Bryce Angell is a cowboy poet. Angell was raised on a farm/ranch in the St. Anthony, Idaho area with approximately 75 head of horses. Horses remain an important part of Angell’s life.
Angell shares his poetry with Cache Valley Daily every Friday.
When I was ten, the willows were the place for boys to camp. There was no scare
of spreading fires. The grass was always damp.
But late one fall, the grass turned dry just waiting for a fire. So, we tried to find an
old truck rim that didn’t have a tire.
We scavenged for a truck rim, not a single one around. So, we grabbed a worn-
out rubber tire just lying on the ground.
We figured that a tire would keep our campfire safe and sound. We had no clue
that rubber was the worst choice all around.
We dug the ground then placed the worn-out tire right in its spot. Then tossed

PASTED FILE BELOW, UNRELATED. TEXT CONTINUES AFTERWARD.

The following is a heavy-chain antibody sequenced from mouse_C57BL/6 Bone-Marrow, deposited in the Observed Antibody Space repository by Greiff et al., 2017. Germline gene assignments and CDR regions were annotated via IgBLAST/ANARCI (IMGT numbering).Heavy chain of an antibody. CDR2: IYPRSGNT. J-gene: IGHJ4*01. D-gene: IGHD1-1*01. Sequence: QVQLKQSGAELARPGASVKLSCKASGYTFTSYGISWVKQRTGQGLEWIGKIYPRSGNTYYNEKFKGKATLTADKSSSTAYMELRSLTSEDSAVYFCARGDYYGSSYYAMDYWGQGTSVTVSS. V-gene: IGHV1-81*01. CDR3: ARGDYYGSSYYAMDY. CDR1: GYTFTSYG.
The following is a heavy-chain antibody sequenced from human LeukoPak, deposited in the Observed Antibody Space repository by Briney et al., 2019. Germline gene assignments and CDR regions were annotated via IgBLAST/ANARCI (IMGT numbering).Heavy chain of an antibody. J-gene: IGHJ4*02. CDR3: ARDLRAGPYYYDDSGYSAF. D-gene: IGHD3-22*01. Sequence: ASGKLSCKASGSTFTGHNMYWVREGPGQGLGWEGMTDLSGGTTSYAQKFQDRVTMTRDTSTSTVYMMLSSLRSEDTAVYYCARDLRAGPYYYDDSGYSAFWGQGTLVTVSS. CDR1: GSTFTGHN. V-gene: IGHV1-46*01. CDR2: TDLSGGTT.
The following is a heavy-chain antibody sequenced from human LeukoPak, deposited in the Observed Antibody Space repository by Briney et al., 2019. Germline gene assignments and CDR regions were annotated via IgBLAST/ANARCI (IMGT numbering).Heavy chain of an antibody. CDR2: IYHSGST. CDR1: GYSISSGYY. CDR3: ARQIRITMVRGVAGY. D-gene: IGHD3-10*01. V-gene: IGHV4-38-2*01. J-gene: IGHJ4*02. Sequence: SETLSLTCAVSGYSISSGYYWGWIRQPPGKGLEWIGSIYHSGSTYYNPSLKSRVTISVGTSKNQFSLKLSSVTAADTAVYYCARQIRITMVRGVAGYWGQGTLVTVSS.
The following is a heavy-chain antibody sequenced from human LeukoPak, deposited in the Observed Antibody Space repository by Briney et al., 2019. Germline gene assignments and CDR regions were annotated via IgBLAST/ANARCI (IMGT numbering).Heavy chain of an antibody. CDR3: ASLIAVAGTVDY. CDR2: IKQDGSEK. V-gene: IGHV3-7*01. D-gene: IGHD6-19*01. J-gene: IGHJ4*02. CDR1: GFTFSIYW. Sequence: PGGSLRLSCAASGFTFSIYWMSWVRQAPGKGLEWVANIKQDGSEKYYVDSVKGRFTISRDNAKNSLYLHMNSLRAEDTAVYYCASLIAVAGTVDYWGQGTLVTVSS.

up dirt along the sides in case it burned too hot.
The time was right to build our fire, cook hot dogs, eat some chips. And we
brought mom’s homemade root beer that you only drank in sips.
We used some willow kindling, poured a bit of Boy Scout sass. It only took one
match the sass was really John Deere gas.
The flames were burning way too hot for tube steaks on a stick. And something
smelled Daytona like a burning rubber slick.
Our Oscar Meyer wienies were now turning shades of black. And the smoke
rolled out so doggone thick caused both of us to hack.
You didn’t have to be wide eyed to see our burning tire. Our danged ole safety
fire ring was a hell-bent ring of fire.
My cousin shot the look at me, “We’re in for trouble now!” But the night dew
was upon us. Saved us from the wrinkled brow.
That night was just plain scary for the two of us young men! And we never will
forget the burning thrill we felt back then!
So, we learned a frightful lesson. ‘Twas a simple, little thing. Don’t ever use a
rubber tire to make a fire ring.